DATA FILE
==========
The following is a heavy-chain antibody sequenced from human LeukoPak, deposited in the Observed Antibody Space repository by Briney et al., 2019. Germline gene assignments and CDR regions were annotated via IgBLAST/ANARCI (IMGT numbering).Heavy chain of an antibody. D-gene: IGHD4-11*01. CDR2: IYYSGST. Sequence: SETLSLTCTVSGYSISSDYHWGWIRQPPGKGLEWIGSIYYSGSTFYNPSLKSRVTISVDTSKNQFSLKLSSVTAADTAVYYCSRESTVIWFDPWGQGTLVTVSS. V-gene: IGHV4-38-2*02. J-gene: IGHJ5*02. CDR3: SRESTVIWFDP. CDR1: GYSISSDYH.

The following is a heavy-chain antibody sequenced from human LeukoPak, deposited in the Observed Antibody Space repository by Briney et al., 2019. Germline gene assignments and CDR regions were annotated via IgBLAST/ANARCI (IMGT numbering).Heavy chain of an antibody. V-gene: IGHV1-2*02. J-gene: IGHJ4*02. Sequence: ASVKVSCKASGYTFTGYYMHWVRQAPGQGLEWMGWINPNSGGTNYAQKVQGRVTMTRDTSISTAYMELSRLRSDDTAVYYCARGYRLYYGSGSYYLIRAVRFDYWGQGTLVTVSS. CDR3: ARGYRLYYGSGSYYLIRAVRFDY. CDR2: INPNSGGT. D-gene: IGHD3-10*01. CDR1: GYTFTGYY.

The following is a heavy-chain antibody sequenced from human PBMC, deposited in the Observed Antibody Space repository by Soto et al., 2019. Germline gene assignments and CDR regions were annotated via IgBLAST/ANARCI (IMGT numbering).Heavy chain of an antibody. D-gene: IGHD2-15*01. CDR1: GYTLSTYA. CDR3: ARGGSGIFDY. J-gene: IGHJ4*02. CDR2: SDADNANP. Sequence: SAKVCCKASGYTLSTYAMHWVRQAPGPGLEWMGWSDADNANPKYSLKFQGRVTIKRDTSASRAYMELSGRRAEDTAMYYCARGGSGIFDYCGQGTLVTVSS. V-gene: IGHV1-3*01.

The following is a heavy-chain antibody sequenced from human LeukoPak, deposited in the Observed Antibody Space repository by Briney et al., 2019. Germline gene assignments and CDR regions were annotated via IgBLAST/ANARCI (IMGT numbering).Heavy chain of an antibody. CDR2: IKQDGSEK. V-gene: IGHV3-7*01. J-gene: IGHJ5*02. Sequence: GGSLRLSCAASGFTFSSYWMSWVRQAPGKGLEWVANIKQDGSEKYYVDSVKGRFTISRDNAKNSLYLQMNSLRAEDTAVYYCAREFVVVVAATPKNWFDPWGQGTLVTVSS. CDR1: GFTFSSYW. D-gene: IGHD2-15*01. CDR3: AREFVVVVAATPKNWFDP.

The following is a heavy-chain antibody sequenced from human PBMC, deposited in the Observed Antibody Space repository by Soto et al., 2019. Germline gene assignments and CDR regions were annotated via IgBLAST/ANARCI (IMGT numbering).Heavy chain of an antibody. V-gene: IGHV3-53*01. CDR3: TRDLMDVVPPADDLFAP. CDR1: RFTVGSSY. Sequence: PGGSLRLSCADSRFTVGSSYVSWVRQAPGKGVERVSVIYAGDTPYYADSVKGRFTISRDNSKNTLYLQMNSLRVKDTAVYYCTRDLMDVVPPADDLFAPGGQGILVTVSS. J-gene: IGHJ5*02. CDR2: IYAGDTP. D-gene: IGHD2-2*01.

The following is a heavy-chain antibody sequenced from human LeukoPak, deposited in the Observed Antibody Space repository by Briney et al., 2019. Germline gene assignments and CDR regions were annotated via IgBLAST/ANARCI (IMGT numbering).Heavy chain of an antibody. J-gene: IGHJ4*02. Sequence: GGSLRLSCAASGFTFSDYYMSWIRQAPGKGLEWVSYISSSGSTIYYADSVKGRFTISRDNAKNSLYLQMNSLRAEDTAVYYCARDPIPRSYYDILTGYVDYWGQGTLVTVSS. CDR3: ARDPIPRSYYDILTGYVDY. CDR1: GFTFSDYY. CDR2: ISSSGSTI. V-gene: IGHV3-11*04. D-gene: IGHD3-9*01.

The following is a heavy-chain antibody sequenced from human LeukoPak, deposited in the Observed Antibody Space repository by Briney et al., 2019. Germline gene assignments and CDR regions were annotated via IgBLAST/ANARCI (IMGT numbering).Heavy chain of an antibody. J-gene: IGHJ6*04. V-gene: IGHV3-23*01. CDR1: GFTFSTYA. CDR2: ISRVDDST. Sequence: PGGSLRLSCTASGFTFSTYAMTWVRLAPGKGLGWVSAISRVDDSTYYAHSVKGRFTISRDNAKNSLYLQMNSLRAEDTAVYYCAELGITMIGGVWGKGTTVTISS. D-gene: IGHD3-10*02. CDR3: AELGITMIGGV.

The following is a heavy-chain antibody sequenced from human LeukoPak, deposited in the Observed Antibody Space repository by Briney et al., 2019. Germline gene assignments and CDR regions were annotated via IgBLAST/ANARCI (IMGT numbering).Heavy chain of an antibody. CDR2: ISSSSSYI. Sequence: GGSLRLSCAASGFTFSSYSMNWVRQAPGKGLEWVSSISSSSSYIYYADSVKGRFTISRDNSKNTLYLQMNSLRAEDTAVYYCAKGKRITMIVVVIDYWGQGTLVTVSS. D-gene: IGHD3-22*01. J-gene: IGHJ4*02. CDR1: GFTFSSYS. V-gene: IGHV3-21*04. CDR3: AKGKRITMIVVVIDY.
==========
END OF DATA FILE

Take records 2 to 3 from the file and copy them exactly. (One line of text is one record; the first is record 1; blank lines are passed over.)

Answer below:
The following is a heavy-chain antibody sequenced from human LeukoPak, deposited in the Observed Antibody Space repository by Briney et al., 2019. Germline gene assignments and CDR regions were annotated via IgBLAST/ANARCI (IMGT numbering).Heavy chain of an antibody. V-gene: IGHV1-2*02. J-gene: IGHJ4*02. Sequence: ASVKVSCKASGYTFTGYYMHWVRQAPGQGLEWMGWINPNSGGTNYAQKVQGRVTMTRDTSISTAYMELSRLRSDDTAVYYCARGYRLYYGSGSYYLIRAVRFDYWGQGTLVTVSS. CDR3: ARGYRLYYGSGSYYLIRAVRFDY. CDR2: INPNSGGT. D-gene: IGHD3-10*01. CDR1: GYTFTGYY.

The following is a heavy-chain antibody sequenced from human PBMC, deposited in the Observed Antibody Space repository by Soto et al., 2019. Germline gene assignments and CDR regions were annotated via IgBLAST/ANARCI (IMGT numbering).Heavy chain of an antibody. D-gene: IGHD2-15*01. CDR1: GYTLSTYA. CDR3: ARGGSGIFDY. J-gene: IGHJ4*02. CDR2: SDADNANP. Sequence: SAKVCCKASGYTLSTYAMHWVRQAPGPGLEWMGWSDADNANPKYSLKFQGRVTIKRDTSASRAYMELSGRRAEDTAMYYCARGGSGIFDYCGQGTLVTVSS. V-gene: IGHV1-3*01.